The overall project constists of three
separate elements :
The customers had a board and batten fence around the front
and down the driveway on their property. With a new (young
and energetic!) dog, they were concerned that he would be
able to jump the existing fence. There are posts set roughly
every 8 feet, the fence boards are cut on a sweeping curve
in a sideways D shape. The difference between the peaks in
the middle and the level at the posts is about 12 inches.
Images by Karen Peterson
As a an alternative to replacing all the fence boards,
they asked me if I could work up a decorative metal extension
in increase the effective 'blocking' height of the fence.
My solution was to use a horizontal line of 1 inch diameter
pipe, held above the existing fence top by a set of decorative
brackets. The intent is to raise the line of the fence by
4 - 6 inch at its highest point (so 16 - 18 inches above the
To fill the gap around the posts will require placing a total
of four brackets (using a roughly 6 inch square grid as the
spacing guide). The pipe will consist of a number of 8 foot
pieces, with a small gap just above the individual posts.
This allows for any sway to the fence line. It will also make
installation a lot easier, even allowing to raise the height
of the pipe line should that prove necessary.
The individual brackets will be forged to individual organic
curves. The leaves hang down below the top line, helping to
block the gap above the posts. I also wanted to enhance the
organic feel of the brackets. For that reason I forged a separate
smaller 'tail' which will be welded to the main structural
part of each bracket.
To ensure there would be enough physical strength to the support,
I chose 1 1/2 wide by 1/4 inch thick flat stock. The tails are
from 3/4 or 1 inch wide by 1/4 (roughly half of each width).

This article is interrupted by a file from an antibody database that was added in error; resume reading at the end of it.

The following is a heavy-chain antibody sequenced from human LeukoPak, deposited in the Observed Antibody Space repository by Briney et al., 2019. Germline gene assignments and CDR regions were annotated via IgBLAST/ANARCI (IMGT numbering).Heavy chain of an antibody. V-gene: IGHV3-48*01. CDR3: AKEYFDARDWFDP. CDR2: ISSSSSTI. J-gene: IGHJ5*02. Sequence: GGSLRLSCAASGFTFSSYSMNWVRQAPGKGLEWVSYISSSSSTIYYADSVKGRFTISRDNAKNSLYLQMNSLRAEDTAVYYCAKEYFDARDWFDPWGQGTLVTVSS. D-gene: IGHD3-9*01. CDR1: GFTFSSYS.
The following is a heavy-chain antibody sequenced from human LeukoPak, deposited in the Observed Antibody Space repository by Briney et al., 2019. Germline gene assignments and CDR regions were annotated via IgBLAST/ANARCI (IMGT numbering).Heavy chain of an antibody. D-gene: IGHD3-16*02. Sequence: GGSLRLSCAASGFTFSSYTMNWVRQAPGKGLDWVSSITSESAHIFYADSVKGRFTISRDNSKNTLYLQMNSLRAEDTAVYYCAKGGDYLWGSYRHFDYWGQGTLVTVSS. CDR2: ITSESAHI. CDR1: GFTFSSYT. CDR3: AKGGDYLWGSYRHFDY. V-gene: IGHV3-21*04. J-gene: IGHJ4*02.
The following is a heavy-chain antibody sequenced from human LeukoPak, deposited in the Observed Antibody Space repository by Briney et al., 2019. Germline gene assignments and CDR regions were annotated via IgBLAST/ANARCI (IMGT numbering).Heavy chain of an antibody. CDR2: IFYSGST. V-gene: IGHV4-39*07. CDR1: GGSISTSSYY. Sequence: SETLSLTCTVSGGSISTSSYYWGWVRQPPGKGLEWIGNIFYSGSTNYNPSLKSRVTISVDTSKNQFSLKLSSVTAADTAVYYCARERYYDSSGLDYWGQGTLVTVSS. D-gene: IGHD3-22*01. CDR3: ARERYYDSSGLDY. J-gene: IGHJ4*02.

Support elements before installation -
View from the sidewalk, up the driveway.
Closer view, the rail hangs behind the
The next commission was for a replacement set of supports
under the front porch.
The house is late 1800's, a nice 'short two story' brick,
what could be considered an affluent farm house of the period.
The front porch covers the entry for the original entry door,
with a small balcony above off the master bedroom. The original
sculpted wooden pillars have rotted out. Part of the project
has included replacing some of the timber support beams underneath.
The image to the left shows the original wooden porch structure.
The imageto the right has been altered via Photoshop to remove
the supports and wooden picket railing. This as a starting
point to further design work.
|As with any project of this nature, there is a structural
component, plus an artistic consideration. The first possibility
was to continue working in that theme - a design based on the
natural lines of vines with large leaf end terminals. As usual,
I sat down with the clients and had them pour over a number
of book collections of contemporary work by other artisan smiths.
We marked things they liked, with me making notes on their specific
comments. Later, I took a more careful look at those pieces,
narrowing down the general outlines from all the specific illustrations.